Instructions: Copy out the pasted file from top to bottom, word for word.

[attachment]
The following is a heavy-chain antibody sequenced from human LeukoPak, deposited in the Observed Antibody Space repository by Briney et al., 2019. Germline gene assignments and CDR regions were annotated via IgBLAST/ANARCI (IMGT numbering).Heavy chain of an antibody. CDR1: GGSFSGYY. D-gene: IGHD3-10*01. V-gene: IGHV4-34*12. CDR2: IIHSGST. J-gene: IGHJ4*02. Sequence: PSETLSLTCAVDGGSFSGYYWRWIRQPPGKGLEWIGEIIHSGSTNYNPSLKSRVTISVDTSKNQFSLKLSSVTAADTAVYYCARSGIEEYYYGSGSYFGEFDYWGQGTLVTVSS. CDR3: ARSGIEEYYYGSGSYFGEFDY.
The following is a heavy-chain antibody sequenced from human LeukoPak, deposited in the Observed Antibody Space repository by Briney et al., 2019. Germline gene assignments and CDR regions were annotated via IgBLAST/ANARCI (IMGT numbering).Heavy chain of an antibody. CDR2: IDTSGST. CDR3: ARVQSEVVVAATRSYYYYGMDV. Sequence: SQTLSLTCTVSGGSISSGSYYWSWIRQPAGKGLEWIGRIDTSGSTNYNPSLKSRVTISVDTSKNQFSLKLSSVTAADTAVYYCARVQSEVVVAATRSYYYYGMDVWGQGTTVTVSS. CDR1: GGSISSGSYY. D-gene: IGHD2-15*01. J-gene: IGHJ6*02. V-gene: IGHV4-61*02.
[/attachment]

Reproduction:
The following is a heavy-chain antibody sequenced from human LeukoPak, deposited in the Observed Antibody Space repository by Briney et al., 2019. Germline gene assignments and CDR regions were annotated via IgBLAST/ANARCI (IMGT numbering).Heavy chain of an antibody. CDR1: GGSFSGYY. D-gene: IGHD3-10*01. V-gene: IGHV4-34*12. CDR2: IIHSGST. J-gene: IGHJ4*02. Sequence: PSETLSLTCAVDGGSFSGYYWRWIRQPPGKGLEWIGEIIHSGSTNYNPSLKSRVTISVDTSKNQFSLKLSSVTAADTAVYYCARSGIEEYYYGSGSYFGEFDYWGQGTLVTVSS. CDR3: ARSGIEEYYYGSGSYFGEFDY.
The following is a heavy-chain antibody sequenced from human LeukoPak, deposited in the Observed Antibody Space repository by Briney et al., 2019. Germline gene assignments and CDR regions were annotated via IgBLAST/ANARCI (IMGT numbering).Heavy chain of an antibody. CDR2: IDTSGST. CDR3: ARVQSEVVVAATRSYYYYGMDV. Sequence: SQTLSLTCTVSGGSISSGSYYWSWIRQPAGKGLEWIGRIDTSGSTNYNPSLKSRVTISVDTSKNQFSLKLSSVTAADTAVYYCARVQSEVVVAATRSYYYYGMDVWGQGTTVTVSS. CDR1: GGSISSGSYY. D-gene: IGHD2-15*01. J-gene: IGHJ6*02. V-gene: IGHV4-61*02.